The pilot studies showed the work could be done, Cannon said.

"It's been exciting times since then because there's all sorts of things that we want to do in terms of research," he said.

Some of the research includes finding substrates — surfaces — for the oysters to grow on in the wild, Cannon said. Researchers with the university's materials and polymer science department have ideas they're putting together for artificial cultch — what oysters need to grow on. Cultch is generally made from broken oyster shells, rocks and sand.

The university also has partnerships with groups in Florida that mine cultch-like materials.

"We've got a lot of experiments and research stuff on the horizon," he said.

Over time, the university hopes to see a sustainable and reliable supply of oyster larvae to support replenishment of public and private harvest reefs as well as natural reefs in non-harvestable areas — and the oyster larvae that will eventually end up back in coastal waters are derived from native animals.

"All of our brood stock comes from Mississippi waters," Cannon said. "Right now we're focusing on what we know will grow in our waters."

The Aqua Green facility incorporates nine structures, with a combined footprint of approximately 99,000 square feet on more than 47 acres of land. It serves as a land-based aquaculture research, hatchery and nursery center. Capable of year-round operation, Aqua Green has the ability to maintain appropriate salinity levels, recirculate artificial seawater and recapture salt for reuse.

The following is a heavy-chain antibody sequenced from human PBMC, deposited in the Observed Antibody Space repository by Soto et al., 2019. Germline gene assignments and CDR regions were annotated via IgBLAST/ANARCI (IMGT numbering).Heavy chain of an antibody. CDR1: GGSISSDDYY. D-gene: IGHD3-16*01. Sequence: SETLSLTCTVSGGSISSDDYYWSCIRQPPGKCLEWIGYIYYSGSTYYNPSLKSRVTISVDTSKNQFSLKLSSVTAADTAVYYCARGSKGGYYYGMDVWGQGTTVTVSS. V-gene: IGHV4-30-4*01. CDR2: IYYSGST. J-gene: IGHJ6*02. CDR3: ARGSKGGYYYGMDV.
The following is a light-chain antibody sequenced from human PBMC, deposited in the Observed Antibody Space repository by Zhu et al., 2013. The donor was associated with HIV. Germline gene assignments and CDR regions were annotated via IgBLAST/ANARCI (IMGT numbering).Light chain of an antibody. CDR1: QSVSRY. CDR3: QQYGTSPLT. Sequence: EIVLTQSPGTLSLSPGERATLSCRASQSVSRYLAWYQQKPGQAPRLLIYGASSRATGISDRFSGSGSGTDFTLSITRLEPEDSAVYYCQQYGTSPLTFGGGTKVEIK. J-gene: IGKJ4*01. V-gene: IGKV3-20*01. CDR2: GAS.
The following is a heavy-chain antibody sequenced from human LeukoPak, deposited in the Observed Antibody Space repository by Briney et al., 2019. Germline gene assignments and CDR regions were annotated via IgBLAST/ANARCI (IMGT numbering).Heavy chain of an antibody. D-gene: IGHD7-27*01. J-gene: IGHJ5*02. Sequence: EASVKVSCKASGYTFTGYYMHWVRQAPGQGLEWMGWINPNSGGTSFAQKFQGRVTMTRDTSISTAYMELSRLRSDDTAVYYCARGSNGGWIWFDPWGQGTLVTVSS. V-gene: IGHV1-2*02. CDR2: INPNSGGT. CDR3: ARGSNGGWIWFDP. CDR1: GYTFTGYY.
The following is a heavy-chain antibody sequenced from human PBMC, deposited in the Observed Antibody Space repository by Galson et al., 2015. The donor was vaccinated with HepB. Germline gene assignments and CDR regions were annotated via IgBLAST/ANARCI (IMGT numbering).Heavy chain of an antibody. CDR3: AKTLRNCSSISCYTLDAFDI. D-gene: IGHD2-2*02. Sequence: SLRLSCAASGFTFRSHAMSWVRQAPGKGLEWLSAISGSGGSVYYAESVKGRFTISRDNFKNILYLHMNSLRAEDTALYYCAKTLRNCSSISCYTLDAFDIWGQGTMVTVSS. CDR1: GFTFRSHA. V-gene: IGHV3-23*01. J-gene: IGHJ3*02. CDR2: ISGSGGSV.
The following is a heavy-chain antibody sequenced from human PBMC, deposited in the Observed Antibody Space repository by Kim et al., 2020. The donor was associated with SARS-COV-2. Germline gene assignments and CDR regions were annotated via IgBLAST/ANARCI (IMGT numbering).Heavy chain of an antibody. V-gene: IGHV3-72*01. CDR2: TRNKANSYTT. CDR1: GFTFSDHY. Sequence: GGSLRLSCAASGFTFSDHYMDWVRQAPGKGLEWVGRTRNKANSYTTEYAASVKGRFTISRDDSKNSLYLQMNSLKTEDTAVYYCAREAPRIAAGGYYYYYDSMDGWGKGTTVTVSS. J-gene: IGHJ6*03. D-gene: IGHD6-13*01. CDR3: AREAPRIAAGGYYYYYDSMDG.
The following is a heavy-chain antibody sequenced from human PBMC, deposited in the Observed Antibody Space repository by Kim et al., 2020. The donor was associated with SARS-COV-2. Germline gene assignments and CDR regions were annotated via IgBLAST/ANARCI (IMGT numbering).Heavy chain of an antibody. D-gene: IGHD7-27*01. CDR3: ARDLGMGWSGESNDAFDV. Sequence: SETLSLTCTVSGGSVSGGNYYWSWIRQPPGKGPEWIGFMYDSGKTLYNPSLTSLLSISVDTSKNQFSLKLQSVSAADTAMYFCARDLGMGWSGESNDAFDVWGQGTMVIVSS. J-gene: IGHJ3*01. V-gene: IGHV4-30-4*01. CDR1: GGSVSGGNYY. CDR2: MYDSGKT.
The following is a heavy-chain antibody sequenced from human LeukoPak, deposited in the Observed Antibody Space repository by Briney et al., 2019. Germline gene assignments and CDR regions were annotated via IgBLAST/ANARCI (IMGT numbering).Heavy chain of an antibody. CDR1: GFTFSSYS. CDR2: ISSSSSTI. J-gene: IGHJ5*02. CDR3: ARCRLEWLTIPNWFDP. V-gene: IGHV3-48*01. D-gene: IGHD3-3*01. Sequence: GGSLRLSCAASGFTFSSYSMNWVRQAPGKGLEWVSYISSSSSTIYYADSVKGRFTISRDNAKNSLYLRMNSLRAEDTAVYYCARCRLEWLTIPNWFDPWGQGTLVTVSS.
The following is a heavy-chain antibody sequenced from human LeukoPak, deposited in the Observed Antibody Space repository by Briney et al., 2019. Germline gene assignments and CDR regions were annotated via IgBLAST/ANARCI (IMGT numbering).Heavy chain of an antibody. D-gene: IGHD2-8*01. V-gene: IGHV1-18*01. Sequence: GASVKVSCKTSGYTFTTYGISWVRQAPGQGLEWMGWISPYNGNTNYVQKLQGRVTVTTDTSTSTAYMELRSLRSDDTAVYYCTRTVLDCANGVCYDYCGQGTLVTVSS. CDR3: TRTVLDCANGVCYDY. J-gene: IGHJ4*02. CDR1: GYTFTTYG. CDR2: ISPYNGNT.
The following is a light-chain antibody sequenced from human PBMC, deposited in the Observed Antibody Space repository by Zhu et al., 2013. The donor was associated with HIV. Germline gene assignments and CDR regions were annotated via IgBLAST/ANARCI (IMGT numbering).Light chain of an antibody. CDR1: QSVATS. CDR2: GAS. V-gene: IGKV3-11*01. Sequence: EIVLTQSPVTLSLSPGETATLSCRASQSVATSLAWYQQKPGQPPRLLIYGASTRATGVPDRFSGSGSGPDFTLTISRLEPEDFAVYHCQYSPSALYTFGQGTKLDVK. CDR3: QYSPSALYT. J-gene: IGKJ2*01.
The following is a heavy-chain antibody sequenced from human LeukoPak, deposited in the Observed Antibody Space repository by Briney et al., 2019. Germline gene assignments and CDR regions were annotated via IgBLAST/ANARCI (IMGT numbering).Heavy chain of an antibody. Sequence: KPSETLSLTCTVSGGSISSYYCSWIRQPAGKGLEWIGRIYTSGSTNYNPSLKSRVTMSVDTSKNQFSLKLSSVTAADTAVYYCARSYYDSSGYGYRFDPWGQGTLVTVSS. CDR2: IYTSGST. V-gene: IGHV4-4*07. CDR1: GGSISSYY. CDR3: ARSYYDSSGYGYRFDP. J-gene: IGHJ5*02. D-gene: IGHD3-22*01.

Funding for acquisition of the facility will also support renovations for expanded oyster aquaculture research and production, teaching and student research needs, and integration and expansion of other Southern Miss aquaculture programs, such as blue crabs, fin fish and shrimp.

"We're extremely excited about this," Cannon said.

Source: http://www.clarionledger.com/story/news/local/2017/01/02/usm-gets-oyster-research-aquaculture/96045648/

comments powered by Disqus